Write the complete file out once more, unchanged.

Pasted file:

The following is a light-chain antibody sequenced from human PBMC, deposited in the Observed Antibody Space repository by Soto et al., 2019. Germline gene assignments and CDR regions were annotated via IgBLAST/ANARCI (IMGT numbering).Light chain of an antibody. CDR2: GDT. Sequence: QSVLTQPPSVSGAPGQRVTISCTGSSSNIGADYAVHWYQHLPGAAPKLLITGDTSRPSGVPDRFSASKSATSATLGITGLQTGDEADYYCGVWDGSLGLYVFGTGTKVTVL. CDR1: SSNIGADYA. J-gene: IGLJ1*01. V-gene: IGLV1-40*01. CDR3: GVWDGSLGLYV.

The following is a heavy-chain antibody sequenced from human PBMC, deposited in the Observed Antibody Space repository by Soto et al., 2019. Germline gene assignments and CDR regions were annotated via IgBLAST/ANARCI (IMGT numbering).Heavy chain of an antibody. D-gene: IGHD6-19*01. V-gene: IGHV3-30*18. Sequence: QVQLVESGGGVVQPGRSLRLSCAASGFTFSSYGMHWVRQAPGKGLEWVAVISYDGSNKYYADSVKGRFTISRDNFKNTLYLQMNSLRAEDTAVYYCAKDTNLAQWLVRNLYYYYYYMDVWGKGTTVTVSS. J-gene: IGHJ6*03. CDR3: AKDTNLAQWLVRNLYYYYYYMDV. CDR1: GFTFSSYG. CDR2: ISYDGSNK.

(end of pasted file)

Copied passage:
The following is a light-chain antibody sequenced from human PBMC, deposited in the Observed Antibody Space repository by Soto et al., 2019. Germline gene assignments and CDR regions were annotated via IgBLAST/ANARCI (IMGT numbering).Light chain of an antibody. CDR2: GDT. Sequence: QSVLTQPPSVSGAPGQRVTISCTGSSSNIGADYAVHWYQHLPGAAPKLLITGDTSRPSGVPDRFSASKSATSATLGITGLQTGDEADYYCGVWDGSLGLYVFGTGTKVTVL. CDR1: SSNIGADYA. J-gene: IGLJ1*01. V-gene: IGLV1-40*01. CDR3: GVWDGSLGLYV.

The following is a heavy-chain antibody sequenced from human PBMC, deposited in the Observed Antibody Space repository by Soto et al., 2019. Germline gene assignments and CDR regions were annotated via IgBLAST/ANARCI (IMGT numbering).Heavy chain of an antibody. D-gene: IGHD6-19*01. V-gene: IGHV3-30*18. Sequence: QVQLVESGGGVVQPGRSLRLSCAASGFTFSSYGMHWVRQAPGKGLEWVAVISYDGSNKYYADSVKGRFTISRDNFKNTLYLQMNSLRAEDTAVYYCAKDTNLAQWLVRNLYYYYYYMDVWGKGTTVTVSS. J-gene: IGHJ6*03. CDR3: AKDTNLAQWLVRNLYYYYYYMDV. CDR1: GFTFSSYG. CDR2: ISYDGSNK.